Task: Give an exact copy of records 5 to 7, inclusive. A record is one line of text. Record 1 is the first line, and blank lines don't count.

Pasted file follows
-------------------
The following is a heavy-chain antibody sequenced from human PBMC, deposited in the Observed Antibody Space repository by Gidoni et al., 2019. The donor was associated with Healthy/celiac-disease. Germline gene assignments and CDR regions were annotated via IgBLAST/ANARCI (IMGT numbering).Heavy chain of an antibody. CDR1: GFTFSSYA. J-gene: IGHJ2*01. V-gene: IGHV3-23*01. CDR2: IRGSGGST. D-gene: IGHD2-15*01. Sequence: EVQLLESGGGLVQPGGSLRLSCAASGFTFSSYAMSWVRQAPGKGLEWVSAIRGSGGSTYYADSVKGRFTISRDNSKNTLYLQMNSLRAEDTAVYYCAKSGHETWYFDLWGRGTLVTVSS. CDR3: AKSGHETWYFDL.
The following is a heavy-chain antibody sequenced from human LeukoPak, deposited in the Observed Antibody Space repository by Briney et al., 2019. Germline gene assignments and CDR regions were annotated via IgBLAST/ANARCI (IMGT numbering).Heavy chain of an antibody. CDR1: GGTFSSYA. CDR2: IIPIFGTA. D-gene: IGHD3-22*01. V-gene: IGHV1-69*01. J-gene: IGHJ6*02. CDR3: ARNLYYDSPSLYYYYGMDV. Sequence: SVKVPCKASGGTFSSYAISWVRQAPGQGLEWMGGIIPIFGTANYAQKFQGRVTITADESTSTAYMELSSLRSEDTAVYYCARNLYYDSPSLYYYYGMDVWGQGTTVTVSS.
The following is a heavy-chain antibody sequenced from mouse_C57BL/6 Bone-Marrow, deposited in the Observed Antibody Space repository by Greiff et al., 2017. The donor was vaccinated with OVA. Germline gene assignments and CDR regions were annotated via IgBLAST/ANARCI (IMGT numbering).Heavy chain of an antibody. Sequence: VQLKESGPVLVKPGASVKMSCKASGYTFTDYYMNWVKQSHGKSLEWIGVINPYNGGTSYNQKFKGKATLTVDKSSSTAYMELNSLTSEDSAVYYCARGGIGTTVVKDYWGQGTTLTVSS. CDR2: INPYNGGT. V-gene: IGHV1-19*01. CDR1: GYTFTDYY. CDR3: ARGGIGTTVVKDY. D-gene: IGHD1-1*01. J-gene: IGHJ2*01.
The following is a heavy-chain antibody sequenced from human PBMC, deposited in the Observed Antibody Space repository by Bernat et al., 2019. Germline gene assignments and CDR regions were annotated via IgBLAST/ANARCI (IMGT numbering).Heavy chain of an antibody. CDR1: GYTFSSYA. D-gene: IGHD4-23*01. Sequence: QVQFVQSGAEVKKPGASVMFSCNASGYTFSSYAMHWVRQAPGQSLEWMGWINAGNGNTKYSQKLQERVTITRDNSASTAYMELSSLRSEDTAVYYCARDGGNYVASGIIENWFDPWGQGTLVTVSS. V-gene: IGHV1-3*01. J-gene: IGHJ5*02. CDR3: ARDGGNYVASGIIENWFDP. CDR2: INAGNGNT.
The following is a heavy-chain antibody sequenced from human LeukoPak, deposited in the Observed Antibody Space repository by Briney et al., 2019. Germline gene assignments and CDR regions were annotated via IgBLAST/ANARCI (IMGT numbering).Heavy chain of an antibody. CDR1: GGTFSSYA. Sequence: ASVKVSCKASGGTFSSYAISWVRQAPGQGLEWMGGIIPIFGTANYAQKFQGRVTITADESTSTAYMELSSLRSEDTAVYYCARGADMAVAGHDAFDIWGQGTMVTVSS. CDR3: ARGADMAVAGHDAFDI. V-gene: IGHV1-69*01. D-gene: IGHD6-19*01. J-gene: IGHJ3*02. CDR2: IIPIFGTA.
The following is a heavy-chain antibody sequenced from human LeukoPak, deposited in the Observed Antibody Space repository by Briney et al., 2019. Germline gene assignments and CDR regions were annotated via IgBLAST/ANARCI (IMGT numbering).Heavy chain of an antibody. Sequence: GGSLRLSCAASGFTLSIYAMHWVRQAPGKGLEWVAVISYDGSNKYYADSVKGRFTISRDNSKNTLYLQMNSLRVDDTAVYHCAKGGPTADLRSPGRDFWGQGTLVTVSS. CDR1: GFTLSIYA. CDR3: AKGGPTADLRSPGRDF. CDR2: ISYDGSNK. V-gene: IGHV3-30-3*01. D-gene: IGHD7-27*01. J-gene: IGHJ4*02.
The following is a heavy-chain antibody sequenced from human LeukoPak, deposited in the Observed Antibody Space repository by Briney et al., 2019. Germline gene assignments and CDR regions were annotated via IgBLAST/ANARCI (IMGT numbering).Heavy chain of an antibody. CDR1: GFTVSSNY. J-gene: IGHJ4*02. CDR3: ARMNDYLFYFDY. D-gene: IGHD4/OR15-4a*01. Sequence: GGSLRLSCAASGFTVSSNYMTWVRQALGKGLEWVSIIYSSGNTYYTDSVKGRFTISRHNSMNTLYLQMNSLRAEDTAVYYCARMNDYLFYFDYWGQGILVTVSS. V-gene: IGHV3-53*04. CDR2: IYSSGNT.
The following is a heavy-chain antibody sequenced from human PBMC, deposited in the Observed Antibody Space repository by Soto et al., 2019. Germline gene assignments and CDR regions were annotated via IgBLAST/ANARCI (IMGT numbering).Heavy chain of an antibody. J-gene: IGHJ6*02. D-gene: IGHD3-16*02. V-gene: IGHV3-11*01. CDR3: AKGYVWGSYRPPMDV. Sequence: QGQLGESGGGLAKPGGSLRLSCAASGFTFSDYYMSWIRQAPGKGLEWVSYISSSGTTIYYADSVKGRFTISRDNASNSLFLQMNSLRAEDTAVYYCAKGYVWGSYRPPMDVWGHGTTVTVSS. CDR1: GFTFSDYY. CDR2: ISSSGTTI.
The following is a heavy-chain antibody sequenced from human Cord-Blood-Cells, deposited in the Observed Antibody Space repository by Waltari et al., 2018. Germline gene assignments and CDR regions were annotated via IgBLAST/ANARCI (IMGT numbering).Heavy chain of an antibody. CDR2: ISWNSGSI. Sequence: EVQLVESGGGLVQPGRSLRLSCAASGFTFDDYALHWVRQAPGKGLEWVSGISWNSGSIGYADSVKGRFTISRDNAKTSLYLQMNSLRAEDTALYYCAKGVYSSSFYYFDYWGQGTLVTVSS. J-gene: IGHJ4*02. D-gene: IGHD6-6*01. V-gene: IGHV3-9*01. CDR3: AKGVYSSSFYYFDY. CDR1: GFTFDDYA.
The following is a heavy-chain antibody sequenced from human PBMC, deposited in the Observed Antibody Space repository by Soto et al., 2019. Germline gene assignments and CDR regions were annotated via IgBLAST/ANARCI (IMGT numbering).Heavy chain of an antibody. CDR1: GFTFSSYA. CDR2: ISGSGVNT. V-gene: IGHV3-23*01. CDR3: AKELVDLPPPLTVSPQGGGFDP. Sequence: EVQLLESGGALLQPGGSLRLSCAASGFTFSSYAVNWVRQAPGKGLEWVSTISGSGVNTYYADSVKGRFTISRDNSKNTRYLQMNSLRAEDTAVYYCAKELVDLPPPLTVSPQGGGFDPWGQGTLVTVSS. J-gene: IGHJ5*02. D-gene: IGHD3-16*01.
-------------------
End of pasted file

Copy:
The following is a heavy-chain antibody sequenced from human LeukoPak, deposited in the Observed Antibody Space repository by Briney et al., 2019. Germline gene assignments and CDR regions were annotated via IgBLAST/ANARCI (IMGT numbering).Heavy chain of an antibody. CDR1: GGTFSSYA. Sequence: ASVKVSCKASGGTFSSYAISWVRQAPGQGLEWMGGIIPIFGTANYAQKFQGRVTITADESTSTAYMELSSLRSEDTAVYYCARGADMAVAGHDAFDIWGQGTMVTVSS. CDR3: ARGADMAVAGHDAFDI. V-gene: IGHV1-69*01. D-gene: IGHD6-19*01. J-gene: IGHJ3*02. CDR2: IIPIFGTA.
The following is a heavy-chain antibody sequenced from human LeukoPak, deposited in the Observed Antibody Space repository by Briney et al., 2019. Germline gene assignments and CDR regions were annotated via IgBLAST/ANARCI (IMGT numbering).Heavy chain of an antibody. Sequence: GGSLRLSCAASGFTLSIYAMHWVRQAPGKGLEWVAVISYDGSNKYYADSVKGRFTISRDNSKNTLYLQMNSLRVDDTAVYHCAKGGPTADLRSPGRDFWGQGTLVTVSS. CDR1: GFTLSIYA. CDR3: AKGGPTADLRSPGRDF. CDR2: ISYDGSNK. V-gene: IGHV3-30-3*01. D-gene: IGHD7-27*01. J-gene: IGHJ4*02.
The following is a heavy-chain antibody sequenced from human LeukoPak, deposited in the Observed Antibody Space repository by Briney et al., 2019. Germline gene assignments and CDR regions were annotated via IgBLAST/ANARCI (IMGT numbering).Heavy chain of an antibody. CDR1: GFTVSSNY. J-gene: IGHJ4*02. CDR3: ARMNDYLFYFDY. D-gene: IGHD4/OR15-4a*01. Sequence: GGSLRLSCAASGFTVSSNYMTWVRQALGKGLEWVSIIYSSGNTYYTDSVKGRFTISRHNSMNTLYLQMNSLRAEDTAVYYCARMNDYLFYFDYWGQGILVTVSS. V-gene: IGHV3-53*04. CDR2: IYSSGNT.